Here are some basics.  Choose your laundry basket with care for clean washing to take out.  I always go for the ones with smoothness under the handles because when I go to pick up a full load, I don't want to hang onto a plastic seam.

Get the best pegs you can afford, and don't leave them outside in all weathers after you bring your clothing in.  I've had the same, top quality pegs for years now, and it's rarely that they fall apart.  They're actually made for doonas, but I use them generally.  I don't use wooden ones because I've had them splinter on pantyhose and create runs.
I get as many bags of pegs as I can afford and top up when I can, because I find that I use the pegs in other areas of the house (particularly for closing up bags of frozen vegetables!), and occasionally I'm running low.
Try to have an undercover set of lines, preferably in a breezeway.  Or, if you have a covered-in porch, so much the better.
If you have an outside line, make good use of it for those things that you want sterilized in sunshine.  I usually hang pillows, doonas, sheets and towels from the outside clothesline, and anything that, in changeable weather, doesn't need to be inside in a hurry.  Soft toys are also hung outside, along with shoes as necessary.
Use your line sensibly: smalls as fillers, two or three handkerchiefs together, pair up socks as you go.  On the outside line, which is a version of a hoist (rotary clothes line), because the lines go from smallest to largest, logically I start with smalls, then Alice's clothing or teatowels, and then get on to the adult clothing, towels and, eventually, sheets.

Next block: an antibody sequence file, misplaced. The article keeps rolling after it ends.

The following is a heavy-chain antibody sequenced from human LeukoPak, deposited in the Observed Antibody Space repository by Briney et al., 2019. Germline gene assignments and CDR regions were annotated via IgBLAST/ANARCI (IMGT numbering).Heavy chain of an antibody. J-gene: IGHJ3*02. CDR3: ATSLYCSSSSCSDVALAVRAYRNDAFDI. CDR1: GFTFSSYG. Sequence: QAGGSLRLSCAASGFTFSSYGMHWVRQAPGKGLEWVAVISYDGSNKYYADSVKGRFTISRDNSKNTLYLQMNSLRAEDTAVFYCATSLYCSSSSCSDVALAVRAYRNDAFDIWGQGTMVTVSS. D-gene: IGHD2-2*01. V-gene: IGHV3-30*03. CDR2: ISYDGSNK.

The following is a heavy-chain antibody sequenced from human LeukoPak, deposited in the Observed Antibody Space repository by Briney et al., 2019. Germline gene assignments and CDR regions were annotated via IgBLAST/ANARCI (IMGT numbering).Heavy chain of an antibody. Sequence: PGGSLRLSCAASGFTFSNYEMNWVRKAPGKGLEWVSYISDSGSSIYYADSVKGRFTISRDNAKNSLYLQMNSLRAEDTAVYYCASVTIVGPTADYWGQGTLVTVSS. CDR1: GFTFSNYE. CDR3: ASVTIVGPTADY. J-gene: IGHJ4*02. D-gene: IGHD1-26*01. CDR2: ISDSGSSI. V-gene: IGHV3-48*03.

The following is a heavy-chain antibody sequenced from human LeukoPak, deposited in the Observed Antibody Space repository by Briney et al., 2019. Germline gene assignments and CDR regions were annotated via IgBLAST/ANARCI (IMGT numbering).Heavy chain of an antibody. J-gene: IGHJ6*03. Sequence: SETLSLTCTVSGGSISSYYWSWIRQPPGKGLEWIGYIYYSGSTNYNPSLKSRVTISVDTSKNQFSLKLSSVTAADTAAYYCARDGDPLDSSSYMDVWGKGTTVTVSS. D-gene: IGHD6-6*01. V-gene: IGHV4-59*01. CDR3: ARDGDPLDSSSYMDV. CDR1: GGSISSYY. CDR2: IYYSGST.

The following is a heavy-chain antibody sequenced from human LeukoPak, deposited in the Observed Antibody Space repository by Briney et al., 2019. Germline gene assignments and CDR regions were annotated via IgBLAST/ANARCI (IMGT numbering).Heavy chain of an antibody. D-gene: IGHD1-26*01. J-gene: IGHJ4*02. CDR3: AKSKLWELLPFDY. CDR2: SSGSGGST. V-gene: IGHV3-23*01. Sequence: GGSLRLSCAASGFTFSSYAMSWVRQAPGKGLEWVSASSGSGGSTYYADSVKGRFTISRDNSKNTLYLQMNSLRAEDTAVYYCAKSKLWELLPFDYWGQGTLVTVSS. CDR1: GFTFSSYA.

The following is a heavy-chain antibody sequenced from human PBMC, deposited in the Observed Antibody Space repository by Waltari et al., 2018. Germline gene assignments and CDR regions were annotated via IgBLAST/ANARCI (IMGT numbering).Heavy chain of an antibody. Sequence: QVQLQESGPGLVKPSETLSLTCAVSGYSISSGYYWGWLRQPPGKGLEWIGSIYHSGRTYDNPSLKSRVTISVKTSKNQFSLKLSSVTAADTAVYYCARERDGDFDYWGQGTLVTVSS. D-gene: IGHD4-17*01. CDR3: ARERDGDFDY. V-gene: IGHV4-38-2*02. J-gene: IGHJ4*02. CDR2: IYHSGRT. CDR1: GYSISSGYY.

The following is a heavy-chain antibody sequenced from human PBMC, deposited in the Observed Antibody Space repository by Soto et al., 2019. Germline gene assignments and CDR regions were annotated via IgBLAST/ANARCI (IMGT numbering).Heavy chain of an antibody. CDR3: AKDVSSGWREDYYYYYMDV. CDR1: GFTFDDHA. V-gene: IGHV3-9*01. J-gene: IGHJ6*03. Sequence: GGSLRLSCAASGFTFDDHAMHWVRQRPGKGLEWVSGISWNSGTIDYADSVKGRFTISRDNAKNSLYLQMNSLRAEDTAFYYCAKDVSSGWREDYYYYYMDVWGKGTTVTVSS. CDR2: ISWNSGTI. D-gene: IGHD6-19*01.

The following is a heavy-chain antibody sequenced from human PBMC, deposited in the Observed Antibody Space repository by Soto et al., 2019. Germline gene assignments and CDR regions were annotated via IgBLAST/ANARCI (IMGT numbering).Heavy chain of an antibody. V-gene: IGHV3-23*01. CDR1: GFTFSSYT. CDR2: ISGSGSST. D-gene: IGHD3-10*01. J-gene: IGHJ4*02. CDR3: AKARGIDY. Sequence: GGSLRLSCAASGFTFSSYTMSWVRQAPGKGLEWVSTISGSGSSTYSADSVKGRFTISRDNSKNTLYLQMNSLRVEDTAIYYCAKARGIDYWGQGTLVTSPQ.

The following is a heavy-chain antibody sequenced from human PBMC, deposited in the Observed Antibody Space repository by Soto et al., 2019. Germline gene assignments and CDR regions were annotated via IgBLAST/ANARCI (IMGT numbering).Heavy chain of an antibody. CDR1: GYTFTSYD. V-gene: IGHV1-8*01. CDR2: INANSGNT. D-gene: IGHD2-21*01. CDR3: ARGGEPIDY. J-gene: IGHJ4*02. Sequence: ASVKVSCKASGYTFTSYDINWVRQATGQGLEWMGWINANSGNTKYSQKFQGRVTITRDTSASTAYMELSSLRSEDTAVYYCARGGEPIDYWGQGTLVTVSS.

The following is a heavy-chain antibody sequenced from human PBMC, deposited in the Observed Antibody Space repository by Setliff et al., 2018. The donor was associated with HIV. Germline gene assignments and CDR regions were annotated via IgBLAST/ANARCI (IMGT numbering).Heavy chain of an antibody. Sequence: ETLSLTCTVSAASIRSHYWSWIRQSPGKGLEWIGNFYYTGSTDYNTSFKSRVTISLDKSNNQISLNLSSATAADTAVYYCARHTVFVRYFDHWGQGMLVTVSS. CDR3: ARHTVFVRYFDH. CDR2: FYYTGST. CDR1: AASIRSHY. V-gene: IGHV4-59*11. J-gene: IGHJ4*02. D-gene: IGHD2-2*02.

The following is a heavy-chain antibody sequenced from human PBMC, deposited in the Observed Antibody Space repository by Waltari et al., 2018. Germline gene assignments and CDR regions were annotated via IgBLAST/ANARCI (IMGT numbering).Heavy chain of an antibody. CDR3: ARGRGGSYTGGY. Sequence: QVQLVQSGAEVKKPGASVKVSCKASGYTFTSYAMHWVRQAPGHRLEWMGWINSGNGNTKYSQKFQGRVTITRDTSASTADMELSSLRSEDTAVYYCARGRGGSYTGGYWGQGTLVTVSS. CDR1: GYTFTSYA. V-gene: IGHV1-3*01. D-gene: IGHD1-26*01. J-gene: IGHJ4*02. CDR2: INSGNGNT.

To peg out pants, spread them over the line and put a peg on the crutch.  If you want to spread them out more, which is generally not necessary, pull out the pockets and hang by these.
For any tops, shirts, etc., a good friend of mine showed me the tip of pegging them out by the underarms.  It's that much less of a mark that shows or has to be argued with in the ironing.
Remember to put strong colours inside out so that they don't fade in sunlight.
Our hardware stores also sell covers for rotary clothes lines, which makes things easier if you have no covered space to dry clothes.
Your clothing will smell very fresh (the only exception being, in my case, Brian's socks!), and you will not need to put fragrance in the wash.
A word of warning: towels do come inside scratchier than if dried in a tumble drier, but rubbing them on themselves seems to help, and after the first use, I don't notice it anyway.  Unless the towel is filthy or smelly, I save a lot by changing towels only on a weekly basis.  I figure if I come out of the shower or bath clean, how is my towel going to be dirty after my use?